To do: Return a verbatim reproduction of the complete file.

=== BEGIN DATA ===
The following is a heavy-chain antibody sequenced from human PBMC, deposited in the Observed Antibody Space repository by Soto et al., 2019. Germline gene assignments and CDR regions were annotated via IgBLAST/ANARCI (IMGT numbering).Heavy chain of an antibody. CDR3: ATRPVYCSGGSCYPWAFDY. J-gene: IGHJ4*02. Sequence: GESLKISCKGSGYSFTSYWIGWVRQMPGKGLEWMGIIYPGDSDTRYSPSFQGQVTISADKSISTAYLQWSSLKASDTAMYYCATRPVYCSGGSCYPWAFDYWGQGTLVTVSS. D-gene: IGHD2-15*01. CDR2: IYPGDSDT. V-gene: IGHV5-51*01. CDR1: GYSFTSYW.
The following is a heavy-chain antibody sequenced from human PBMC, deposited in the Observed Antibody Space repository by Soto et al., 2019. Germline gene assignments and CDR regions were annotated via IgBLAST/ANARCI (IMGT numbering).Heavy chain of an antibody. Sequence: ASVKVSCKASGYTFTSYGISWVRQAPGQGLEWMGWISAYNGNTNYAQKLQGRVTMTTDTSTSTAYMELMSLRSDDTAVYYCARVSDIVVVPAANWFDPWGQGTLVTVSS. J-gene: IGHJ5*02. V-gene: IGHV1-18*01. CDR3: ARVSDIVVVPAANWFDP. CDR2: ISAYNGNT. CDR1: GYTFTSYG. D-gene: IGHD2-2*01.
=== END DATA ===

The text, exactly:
The following is a heavy-chain antibody sequenced from human PBMC, deposited in the Observed Antibody Space repository by Soto et al., 2019. Germline gene assignments and CDR regions were annotated via IgBLAST/ANARCI (IMGT numbering).Heavy chain of an antibody. CDR3: ATRPVYCSGGSCYPWAFDY. J-gene: IGHJ4*02. Sequence: GESLKISCKGSGYSFTSYWIGWVRQMPGKGLEWMGIIYPGDSDTRYSPSFQGQVTISADKSISTAYLQWSSLKASDTAMYYCATRPVYCSGGSCYPWAFDYWGQGTLVTVSS. D-gene: IGHD2-15*01. CDR2: IYPGDSDT. V-gene: IGHV5-51*01. CDR1: GYSFTSYW.
The following is a heavy-chain antibody sequenced from human PBMC, deposited in the Observed Antibody Space repository by Soto et al., 2019. Germline gene assignments and CDR regions were annotated via IgBLAST/ANARCI (IMGT numbering).Heavy chain of an antibody. Sequence: ASVKVSCKASGYTFTSYGISWVRQAPGQGLEWMGWISAYNGNTNYAQKLQGRVTMTTDTSTSTAYMELMSLRSDDTAVYYCARVSDIVVVPAANWFDPWGQGTLVTVSS. J-gene: IGHJ5*02. V-gene: IGHV1-18*01. CDR3: ARVSDIVVVPAANWFDP. CDR2: ISAYNGNT. CDR1: GYTFTSYG. D-gene: IGHD2-2*01.